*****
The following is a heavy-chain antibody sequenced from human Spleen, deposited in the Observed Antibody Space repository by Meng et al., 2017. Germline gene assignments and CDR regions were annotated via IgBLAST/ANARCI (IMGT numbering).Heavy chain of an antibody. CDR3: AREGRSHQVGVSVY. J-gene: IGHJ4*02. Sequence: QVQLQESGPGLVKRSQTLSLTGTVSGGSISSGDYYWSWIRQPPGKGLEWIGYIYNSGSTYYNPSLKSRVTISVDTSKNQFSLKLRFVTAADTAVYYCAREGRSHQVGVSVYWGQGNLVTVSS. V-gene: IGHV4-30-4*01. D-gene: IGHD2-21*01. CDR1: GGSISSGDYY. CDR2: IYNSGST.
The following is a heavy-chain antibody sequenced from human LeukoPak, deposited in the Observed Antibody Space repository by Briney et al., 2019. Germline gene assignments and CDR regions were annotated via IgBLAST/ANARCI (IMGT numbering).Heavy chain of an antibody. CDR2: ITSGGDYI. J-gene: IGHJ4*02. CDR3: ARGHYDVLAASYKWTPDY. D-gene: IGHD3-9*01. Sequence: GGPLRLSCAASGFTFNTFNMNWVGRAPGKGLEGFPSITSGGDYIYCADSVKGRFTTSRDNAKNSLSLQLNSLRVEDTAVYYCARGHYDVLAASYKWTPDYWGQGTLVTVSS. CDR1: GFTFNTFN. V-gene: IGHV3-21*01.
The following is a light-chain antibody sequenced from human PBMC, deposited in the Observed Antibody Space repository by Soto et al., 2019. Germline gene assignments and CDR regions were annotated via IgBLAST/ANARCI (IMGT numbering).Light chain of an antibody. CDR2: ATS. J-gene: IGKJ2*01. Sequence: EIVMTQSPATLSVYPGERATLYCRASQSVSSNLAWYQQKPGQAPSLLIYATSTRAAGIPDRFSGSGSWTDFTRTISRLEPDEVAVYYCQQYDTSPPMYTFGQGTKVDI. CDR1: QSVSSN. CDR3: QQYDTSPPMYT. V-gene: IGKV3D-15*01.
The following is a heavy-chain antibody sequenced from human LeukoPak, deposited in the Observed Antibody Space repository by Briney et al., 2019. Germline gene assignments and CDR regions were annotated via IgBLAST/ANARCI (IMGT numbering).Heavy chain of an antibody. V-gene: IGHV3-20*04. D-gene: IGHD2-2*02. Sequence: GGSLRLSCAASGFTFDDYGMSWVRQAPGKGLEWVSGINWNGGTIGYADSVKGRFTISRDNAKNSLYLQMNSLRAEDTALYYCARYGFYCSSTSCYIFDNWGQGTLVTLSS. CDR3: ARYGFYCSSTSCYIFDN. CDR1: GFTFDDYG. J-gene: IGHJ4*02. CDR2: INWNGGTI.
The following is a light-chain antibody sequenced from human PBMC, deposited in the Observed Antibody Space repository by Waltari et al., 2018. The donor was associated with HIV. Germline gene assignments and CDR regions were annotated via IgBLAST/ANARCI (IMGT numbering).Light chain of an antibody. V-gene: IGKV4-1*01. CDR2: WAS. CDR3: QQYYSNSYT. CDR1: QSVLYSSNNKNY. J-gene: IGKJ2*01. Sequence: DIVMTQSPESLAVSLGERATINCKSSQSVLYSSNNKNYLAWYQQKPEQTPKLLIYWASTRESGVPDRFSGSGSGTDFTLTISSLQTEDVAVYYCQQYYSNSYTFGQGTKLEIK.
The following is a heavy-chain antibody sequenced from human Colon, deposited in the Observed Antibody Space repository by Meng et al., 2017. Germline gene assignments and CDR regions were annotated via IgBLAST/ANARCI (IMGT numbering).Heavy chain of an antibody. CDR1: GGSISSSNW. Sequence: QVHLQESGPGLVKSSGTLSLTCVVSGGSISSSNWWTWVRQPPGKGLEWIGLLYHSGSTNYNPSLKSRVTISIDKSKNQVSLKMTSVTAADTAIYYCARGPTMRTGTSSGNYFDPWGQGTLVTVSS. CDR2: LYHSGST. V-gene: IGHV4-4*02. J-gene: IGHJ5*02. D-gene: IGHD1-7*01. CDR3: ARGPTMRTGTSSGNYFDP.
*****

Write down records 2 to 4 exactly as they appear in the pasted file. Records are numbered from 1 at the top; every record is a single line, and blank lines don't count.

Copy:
The following is a heavy-chain antibody sequenced from human LeukoPak, deposited in the Observed Antibody Space repository by Briney et al., 2019. Germline gene assignments and CDR regions were annotated via IgBLAST/ANARCI (IMGT numbering).Heavy chain of an antibody. CDR2: ITSGGDYI. J-gene: IGHJ4*02. CDR3: ARGHYDVLAASYKWTPDY. D-gene: IGHD3-9*01. Sequence: GGPLRLSCAASGFTFNTFNMNWVGRAPGKGLEGFPSITSGGDYIYCADSVKGRFTTSRDNAKNSLSLQLNSLRVEDTAVYYCARGHYDVLAASYKWTPDYWGQGTLVTVSS. CDR1: GFTFNTFN. V-gene: IGHV3-21*01.
The following is a light-chain antibody sequenced from human PBMC, deposited in the Observed Antibody Space repository by Soto et al., 2019. Germline gene assignments and CDR regions were annotated via IgBLAST/ANARCI (IMGT numbering).Light chain of an antibody. CDR2: ATS. J-gene: IGKJ2*01. Sequence: EIVMTQSPATLSVYPGERATLYCRASQSVSSNLAWYQQKPGQAPSLLIYATSTRAAGIPDRFSGSGSWTDFTRTISRLEPDEVAVYYCQQYDTSPPMYTFGQGTKVDI. CDR1: QSVSSN. CDR3: QQYDTSPPMYT. V-gene: IGKV3D-15*01.
The following is a heavy-chain antibody sequenced from human LeukoPak, deposited in the Observed Antibody Space repository by Briney et al., 2019. Germline gene assignments and CDR regions were annotated via IgBLAST/ANARCI (IMGT numbering).Heavy chain of an antibody. V-gene: IGHV3-20*04. D-gene: IGHD2-2*02. Sequence: GGSLRLSCAASGFTFDDYGMSWVRQAPGKGLEWVSGINWNGGTIGYADSVKGRFTISRDNAKNSLYLQMNSLRAEDTALYYCARYGFYCSSTSCYIFDNWGQGTLVTLSS. CDR3: ARYGFYCSSTSCYIFDN. CDR1: GFTFDDYG. J-gene: IGHJ4*02. CDR2: INWNGGTI.